Our study proposes to improve the tools and techniques of teaching graduate engineering courses using students’ Learning Styles and Multiple Intelligences (MI). Thirty volunteers answered commercially available Learning Style and MI tests in our Electrical Engineering department. Learning styles are grouped as visual, auditory, and kinesthetic (VAK) and can determined by the VAK learning style test. Learning styles are reflected in different academic strengths, weaknesses, and skills. Studies show that the differences between learning styles will affect both a person’s choice of profession and their success in this profession, both in education and in the world of business. People who work at something that fits their learning style have a better chance of becoming successful in it. In this study, tools and techniques are presented for the teaching of graduate courses in engineering education.


Institutions of higher education are always looking for ways to improve their educational initiatives. In colleges and universities, teaching is a very important way to achieve institutional goals of increased effectiveness and the improvement of student learning. The inability to consciously control and manage the learning process in higher education in general and various classes in particular lies in a lack of understanding of the learning process itself, and this can serve as a substantial impediment to student learning and faculty teaching1. Instructors need to do more in utilizing accepted learning theories, principles, and teaching technology that will improve learning and assist students in developing themselves to their full potential. Researchers continually discuss ways to reform a university’s teaching. While some of them focus on the learning styles of the students2,3,4,5, others focus on the requirements for re-examination of fundamental assumptions about how universities function and consideration of empirical research about how students learn6.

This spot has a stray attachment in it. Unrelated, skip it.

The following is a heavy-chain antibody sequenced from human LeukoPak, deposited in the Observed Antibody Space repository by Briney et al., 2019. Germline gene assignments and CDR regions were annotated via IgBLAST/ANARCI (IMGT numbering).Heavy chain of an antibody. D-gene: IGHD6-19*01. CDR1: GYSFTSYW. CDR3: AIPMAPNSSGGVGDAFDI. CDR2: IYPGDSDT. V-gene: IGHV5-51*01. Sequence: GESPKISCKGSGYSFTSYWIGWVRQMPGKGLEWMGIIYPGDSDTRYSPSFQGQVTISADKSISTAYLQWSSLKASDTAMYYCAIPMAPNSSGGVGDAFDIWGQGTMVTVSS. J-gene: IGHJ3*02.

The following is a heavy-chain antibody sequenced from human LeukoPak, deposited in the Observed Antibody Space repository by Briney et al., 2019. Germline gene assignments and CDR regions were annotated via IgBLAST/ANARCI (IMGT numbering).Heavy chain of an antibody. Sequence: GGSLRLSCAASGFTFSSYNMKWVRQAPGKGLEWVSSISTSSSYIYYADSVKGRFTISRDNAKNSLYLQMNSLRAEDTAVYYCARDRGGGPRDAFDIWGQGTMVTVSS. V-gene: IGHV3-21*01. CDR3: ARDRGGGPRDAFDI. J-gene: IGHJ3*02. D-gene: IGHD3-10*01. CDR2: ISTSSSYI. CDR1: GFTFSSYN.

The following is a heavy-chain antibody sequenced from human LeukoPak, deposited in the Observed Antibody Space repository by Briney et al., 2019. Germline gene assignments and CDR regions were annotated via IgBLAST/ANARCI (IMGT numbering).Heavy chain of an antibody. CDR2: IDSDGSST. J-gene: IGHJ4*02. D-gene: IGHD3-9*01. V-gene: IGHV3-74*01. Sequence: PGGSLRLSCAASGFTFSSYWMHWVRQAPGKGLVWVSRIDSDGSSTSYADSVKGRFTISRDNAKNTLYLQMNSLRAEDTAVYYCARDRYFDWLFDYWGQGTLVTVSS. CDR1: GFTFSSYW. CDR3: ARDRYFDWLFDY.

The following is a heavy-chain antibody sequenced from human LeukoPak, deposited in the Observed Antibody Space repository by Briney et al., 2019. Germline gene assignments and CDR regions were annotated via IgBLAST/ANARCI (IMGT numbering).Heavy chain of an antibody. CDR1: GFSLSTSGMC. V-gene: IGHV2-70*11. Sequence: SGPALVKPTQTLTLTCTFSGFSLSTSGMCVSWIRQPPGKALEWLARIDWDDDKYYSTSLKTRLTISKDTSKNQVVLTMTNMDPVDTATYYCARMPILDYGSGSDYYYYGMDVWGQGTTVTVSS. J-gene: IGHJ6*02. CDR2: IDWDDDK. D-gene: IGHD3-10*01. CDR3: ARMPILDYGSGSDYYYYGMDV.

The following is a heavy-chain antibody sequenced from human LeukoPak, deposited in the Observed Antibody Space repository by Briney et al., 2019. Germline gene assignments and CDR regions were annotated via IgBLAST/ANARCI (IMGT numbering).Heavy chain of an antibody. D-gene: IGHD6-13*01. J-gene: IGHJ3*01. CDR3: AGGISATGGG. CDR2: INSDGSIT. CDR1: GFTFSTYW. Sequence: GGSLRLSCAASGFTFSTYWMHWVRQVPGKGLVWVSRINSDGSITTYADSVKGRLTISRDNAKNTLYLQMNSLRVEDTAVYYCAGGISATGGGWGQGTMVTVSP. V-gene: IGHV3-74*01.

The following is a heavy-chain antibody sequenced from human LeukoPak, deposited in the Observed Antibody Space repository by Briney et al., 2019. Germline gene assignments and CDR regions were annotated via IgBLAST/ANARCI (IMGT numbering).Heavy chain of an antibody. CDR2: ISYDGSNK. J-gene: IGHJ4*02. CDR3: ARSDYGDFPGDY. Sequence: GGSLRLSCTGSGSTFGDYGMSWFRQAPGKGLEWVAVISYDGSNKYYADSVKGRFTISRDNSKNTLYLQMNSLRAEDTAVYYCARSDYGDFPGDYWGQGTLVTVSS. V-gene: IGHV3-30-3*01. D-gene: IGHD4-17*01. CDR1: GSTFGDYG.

We offer effective teaching tools for different learning styles of engineering graduate students. If we teach exclusively in the students' preferred mode, the students may not develop the mental dexterity they need to reach their potential for achievement in school and as professionals. On the other hand, if we teach exclusively in a manner that favors the students' less preferred learning style modes, the students' discomfort level may be great enough to interfere with their learning. In 1990, Tobias pointed out two tiers of entering college students. The first tier goes on to earn science degrees and the second tier has the initial intention and the ability to do so but instead switches to nonscientific fields. The number of students in the second tier might in fact be a result of the teaching techniques that are used in engineering education7.

Which teaching techniques should we use in the engineering classroom to engage more students? This is the question we need to answer. We focus on the students’ learning styles and multiple intelligences to answer this question.

Barkana, B., & Gupta, N., & Hmurcik, L. (2009, June), Improving Tools And Techniques Of Teaching Graduate Engineering Courses Based On Students’ Learning Styles And Multiple Intelligences Paper presented at 2009 Annual Conference & Exposition, Austin, Texas. 10.18260/1-2--4928